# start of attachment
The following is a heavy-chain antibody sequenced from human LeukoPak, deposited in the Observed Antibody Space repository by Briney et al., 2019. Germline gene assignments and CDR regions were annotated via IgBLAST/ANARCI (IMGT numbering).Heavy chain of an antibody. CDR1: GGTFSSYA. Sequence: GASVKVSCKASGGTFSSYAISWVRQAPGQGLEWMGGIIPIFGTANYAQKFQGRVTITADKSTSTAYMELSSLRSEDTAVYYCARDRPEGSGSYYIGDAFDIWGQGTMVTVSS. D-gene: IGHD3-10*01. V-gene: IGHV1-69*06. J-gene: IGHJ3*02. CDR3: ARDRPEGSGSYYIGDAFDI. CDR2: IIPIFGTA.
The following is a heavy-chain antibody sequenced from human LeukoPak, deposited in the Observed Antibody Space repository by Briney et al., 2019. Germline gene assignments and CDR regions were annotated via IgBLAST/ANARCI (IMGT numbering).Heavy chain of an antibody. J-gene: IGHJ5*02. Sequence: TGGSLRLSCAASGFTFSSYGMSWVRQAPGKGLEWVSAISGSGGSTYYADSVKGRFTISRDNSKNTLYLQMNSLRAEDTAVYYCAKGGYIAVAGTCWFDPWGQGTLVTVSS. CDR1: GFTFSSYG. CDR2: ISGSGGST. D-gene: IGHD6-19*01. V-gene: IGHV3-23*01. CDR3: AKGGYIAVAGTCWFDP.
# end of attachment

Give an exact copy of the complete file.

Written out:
The following is a heavy-chain antibody sequenced from human LeukoPak, deposited in the Observed Antibody Space repository by Briney et al., 2019. Germline gene assignments and CDR regions were annotated via IgBLAST/ANARCI (IMGT numbering).Heavy chain of an antibody. CDR1: GGTFSSYA. Sequence: GASVKVSCKASGGTFSSYAISWVRQAPGQGLEWMGGIIPIFGTANYAQKFQGRVTITADKSTSTAYMELSSLRSEDTAVYYCARDRPEGSGSYYIGDAFDIWGQGTMVTVSS. D-gene: IGHD3-10*01. V-gene: IGHV1-69*06. J-gene: IGHJ3*02. CDR3: ARDRPEGSGSYYIGDAFDI. CDR2: IIPIFGTA.
The following is a heavy-chain antibody sequenced from human LeukoPak, deposited in the Observed Antibody Space repository by Briney et al., 2019. Germline gene assignments and CDR regions were annotated via IgBLAST/ANARCI (IMGT numbering).Heavy chain of an antibody. J-gene: IGHJ5*02. Sequence: TGGSLRLSCAASGFTFSSYGMSWVRQAPGKGLEWVSAISGSGGSTYYADSVKGRFTISRDNSKNTLYLQMNSLRAEDTAVYYCAKGGYIAVAGTCWFDPWGQGTLVTVSS. CDR1: GFTFSSYG. CDR2: ISGSGGST. D-gene: IGHD6-19*01. V-gene: IGHV3-23*01. CDR3: AKGGYIAVAGTCWFDP.